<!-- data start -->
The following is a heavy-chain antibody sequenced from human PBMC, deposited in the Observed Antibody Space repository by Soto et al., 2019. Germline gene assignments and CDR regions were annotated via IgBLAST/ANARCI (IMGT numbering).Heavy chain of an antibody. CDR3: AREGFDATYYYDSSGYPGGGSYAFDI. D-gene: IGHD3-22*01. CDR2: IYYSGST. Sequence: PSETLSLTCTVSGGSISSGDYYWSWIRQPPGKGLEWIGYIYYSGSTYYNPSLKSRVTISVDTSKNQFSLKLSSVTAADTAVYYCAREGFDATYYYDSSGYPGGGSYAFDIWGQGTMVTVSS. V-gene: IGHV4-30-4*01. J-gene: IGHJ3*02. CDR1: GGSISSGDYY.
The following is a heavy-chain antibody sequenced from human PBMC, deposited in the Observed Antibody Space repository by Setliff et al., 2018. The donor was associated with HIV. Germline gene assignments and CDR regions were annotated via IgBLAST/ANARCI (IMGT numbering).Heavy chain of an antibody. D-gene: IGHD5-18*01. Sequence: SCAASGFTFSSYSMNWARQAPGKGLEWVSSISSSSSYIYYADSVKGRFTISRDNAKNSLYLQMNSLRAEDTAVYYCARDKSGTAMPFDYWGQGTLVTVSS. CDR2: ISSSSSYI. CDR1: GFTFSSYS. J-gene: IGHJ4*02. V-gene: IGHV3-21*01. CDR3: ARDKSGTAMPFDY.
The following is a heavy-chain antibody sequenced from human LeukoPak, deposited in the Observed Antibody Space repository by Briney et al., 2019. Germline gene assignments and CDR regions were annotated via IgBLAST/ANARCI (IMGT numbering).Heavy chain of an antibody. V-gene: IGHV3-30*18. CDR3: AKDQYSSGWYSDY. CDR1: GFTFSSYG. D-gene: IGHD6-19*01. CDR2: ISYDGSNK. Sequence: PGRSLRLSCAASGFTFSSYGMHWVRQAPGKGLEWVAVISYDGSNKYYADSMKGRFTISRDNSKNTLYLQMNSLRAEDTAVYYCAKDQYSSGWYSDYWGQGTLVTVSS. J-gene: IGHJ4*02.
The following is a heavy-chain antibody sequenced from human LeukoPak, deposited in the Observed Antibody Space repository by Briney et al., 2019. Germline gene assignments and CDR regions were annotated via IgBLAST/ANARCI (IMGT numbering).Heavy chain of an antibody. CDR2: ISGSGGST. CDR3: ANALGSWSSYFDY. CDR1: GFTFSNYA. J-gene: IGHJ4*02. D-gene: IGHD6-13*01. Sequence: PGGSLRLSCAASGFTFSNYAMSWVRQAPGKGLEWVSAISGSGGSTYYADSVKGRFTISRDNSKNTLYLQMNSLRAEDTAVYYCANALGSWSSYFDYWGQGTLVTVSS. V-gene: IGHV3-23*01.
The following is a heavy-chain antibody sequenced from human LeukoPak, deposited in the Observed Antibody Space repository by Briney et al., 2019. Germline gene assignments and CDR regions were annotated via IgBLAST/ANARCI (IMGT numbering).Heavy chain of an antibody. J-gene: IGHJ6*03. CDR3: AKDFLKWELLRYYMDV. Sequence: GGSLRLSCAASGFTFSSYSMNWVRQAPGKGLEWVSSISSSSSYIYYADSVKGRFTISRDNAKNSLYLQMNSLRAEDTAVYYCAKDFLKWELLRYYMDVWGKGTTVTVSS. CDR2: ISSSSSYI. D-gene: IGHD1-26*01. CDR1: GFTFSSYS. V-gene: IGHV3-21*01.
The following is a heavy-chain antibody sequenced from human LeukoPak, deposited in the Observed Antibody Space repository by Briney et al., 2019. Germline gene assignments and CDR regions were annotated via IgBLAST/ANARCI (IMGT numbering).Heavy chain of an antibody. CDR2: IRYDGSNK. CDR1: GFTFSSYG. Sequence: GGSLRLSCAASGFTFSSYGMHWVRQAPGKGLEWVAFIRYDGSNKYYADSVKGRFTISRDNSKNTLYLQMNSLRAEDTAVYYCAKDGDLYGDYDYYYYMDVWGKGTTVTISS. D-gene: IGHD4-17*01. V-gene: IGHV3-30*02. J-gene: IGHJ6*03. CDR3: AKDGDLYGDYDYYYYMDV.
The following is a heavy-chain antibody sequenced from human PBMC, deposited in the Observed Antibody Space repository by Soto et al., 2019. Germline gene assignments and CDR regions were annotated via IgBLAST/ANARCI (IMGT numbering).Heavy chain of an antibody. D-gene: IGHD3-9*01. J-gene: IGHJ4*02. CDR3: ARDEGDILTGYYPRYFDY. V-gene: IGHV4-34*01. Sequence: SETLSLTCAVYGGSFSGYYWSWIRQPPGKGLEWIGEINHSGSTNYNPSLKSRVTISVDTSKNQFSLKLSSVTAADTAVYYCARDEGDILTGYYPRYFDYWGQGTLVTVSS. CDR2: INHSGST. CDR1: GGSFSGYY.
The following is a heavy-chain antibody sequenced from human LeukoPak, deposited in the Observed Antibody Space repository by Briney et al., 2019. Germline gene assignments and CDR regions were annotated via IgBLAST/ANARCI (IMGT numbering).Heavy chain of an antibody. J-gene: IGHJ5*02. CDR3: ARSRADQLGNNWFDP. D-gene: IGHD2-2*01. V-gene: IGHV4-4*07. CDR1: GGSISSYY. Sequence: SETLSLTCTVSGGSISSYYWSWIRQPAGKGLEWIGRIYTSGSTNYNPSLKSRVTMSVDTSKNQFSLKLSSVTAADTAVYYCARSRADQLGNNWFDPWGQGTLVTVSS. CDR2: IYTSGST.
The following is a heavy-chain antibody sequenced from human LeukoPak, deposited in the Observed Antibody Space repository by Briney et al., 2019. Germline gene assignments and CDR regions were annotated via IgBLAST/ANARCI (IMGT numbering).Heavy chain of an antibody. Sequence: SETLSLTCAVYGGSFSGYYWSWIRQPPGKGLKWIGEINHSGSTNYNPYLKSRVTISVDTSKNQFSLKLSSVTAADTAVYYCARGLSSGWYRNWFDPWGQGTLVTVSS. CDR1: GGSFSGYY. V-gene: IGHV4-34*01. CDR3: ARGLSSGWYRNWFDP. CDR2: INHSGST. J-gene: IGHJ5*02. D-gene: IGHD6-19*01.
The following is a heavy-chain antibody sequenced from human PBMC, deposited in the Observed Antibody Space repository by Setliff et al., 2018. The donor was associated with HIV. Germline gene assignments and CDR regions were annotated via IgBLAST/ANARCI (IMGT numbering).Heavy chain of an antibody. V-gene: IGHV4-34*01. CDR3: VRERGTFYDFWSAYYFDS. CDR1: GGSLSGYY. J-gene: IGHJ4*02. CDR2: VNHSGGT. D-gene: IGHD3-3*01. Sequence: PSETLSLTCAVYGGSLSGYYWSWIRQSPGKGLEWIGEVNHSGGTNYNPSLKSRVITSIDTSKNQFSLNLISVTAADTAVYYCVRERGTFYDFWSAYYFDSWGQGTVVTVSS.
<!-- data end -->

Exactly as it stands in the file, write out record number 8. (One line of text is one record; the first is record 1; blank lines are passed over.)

The following is a heavy-chain antibody sequenced from human LeukoPak, deposited in the Observed Antibody Space repository by Briney et al., 2019. Germline gene assignments and CDR regions were annotated via IgBLAST/ANARCI (IMGT numbering).Heavy chain of an antibody. J-gene: IGHJ5*02. CDR3: ARSRADQLGNNWFDP. D-gene: IGHD2-2*01. V-gene: IGHV4-4*07. CDR1: GGSISSYY. Sequence: SETLSLTCTVSGGSISSYYWSWIRQPAGKGLEWIGRIYTSGSTNYNPSLKSRVTMSVDTSKNQFSLKLSSVTAADTAVYYCARSRADQLGNNWFDPWGQGTLVTVSS. CDR2: IYTSGST.